I think this is a wise view...being open-minded to new data/conflicting data always has to be sifted through the mind and weighed against what is known and accepted by each individual. I think we are all capable of this bias in the field of science as well as other personal beliefs, just as Lateralus stated above so eloquently.

    I was unable to view the video due to some error message but am interested in this debate. This thread ties into another current one that discusses people's resistance to facts.
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  3. #13
    The Typing Tabby grey_beard's Avatar
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    Quote Originally Posted by DiscoBiscuit View Post
    I don't think conservatives deny science. I think non representative enclaves within the GOP electorate are focused on by the media to further the narrative that all conservatives deny science.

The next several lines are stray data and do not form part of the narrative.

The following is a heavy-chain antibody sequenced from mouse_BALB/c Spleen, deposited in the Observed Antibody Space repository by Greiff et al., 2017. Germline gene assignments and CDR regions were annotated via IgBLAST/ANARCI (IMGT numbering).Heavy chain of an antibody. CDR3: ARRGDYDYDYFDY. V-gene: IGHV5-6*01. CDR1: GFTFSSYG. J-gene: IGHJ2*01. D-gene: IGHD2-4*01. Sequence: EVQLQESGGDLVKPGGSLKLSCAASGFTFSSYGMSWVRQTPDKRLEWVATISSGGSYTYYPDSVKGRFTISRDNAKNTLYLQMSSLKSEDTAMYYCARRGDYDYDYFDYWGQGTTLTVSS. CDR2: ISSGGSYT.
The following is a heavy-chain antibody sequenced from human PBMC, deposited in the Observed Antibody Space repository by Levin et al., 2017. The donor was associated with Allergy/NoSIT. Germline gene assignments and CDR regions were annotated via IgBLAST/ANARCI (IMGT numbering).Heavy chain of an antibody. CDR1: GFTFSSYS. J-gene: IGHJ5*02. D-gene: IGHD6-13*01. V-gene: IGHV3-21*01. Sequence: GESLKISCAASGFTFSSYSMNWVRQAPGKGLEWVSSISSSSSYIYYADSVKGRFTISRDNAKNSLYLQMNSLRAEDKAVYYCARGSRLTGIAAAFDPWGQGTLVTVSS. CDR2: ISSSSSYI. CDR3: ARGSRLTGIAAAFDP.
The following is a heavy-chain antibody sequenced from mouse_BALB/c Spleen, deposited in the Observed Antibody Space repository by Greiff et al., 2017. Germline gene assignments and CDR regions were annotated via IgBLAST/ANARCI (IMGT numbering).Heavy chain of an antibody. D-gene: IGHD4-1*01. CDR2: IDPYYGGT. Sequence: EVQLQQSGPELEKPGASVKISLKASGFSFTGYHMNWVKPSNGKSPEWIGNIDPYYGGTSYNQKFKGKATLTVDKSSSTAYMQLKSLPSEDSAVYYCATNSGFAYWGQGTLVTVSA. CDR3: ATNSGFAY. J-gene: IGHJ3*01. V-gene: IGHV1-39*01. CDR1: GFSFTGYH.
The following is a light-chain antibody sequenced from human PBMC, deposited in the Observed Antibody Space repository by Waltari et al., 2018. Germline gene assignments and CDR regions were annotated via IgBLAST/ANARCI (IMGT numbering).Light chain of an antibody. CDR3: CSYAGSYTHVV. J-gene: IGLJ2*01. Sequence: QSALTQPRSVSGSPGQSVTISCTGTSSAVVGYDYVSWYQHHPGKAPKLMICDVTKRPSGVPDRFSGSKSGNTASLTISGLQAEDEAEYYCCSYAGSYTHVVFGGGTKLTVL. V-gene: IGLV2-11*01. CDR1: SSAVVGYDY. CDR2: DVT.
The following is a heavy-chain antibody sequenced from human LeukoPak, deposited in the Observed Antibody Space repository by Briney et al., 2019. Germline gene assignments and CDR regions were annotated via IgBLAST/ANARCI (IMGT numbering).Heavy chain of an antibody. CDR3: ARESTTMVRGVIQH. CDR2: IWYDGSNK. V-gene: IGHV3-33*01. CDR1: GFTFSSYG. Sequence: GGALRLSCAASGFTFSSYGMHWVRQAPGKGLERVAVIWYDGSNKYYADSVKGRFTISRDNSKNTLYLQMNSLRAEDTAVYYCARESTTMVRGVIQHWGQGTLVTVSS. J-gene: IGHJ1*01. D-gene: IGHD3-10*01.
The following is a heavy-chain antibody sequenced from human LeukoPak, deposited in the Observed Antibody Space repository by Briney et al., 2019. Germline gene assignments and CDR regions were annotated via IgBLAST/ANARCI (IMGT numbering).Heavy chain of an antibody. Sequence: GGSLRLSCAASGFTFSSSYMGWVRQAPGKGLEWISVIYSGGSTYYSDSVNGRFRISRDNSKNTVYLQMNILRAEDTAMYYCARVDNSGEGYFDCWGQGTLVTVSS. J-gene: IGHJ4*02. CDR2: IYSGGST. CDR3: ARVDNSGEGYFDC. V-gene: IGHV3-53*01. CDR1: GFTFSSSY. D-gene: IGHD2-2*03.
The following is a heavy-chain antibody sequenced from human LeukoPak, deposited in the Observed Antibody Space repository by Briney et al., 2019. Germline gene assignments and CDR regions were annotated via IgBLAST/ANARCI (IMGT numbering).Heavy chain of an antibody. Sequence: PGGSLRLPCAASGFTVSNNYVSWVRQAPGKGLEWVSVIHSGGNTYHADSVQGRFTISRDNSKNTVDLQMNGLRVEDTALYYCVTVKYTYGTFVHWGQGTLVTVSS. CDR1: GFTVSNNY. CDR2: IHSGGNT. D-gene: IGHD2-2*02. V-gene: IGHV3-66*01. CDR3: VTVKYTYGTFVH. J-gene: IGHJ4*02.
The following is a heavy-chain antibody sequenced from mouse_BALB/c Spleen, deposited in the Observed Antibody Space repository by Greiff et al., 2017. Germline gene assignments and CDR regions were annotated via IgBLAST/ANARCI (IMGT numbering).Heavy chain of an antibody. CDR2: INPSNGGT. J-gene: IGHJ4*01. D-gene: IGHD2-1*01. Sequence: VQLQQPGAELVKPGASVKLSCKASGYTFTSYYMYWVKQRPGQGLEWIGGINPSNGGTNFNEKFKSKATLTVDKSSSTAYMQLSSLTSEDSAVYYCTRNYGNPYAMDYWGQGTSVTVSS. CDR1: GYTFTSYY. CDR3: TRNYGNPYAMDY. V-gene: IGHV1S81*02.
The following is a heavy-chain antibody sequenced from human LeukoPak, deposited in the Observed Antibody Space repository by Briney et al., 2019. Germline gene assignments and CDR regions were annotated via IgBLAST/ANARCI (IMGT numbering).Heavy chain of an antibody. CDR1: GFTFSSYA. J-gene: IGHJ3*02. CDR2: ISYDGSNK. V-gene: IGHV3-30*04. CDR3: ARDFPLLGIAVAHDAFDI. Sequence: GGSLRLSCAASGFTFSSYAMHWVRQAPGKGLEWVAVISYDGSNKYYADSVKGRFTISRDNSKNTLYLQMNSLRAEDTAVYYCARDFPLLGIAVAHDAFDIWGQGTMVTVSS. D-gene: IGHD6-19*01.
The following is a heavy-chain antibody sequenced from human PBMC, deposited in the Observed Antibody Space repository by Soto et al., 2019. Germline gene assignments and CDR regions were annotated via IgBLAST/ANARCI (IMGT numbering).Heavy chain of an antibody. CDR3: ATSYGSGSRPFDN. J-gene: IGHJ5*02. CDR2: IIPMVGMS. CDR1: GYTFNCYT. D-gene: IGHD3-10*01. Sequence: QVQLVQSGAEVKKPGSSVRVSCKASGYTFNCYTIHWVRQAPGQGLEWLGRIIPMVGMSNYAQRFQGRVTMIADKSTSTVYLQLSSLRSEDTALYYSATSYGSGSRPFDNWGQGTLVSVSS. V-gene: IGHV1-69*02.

@DiscoBiscuit -- the words you are looking for are "stereotyping" and "bigotry".
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  4. #14
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    Yeah the retardation goes both ways but for different reasons.

    Religious people ignore science that conflicts with their beliefs, for example creationism
    Lefties ignore science that conflicts with their beliefs, for example egalitarianism

  5. #15
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    Quote Originally Posted by grey_beard View Post
    @DiscoBiscuit -- the words you are looking for are "stereotyping" and "bigotry".
    Sorry I don't play the victim.

  6. #16
    Senior Member statuesquechica's Avatar
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    After viewing the video I found the graph presented was very interesting in that liberals' support of science remained equal to that of conservatives until the '90s. At that time, conservatives showed a steady decline in believing science while liberals went up slightly. The reverse is true in Japan where liberals are more skeptical of science than conservatives.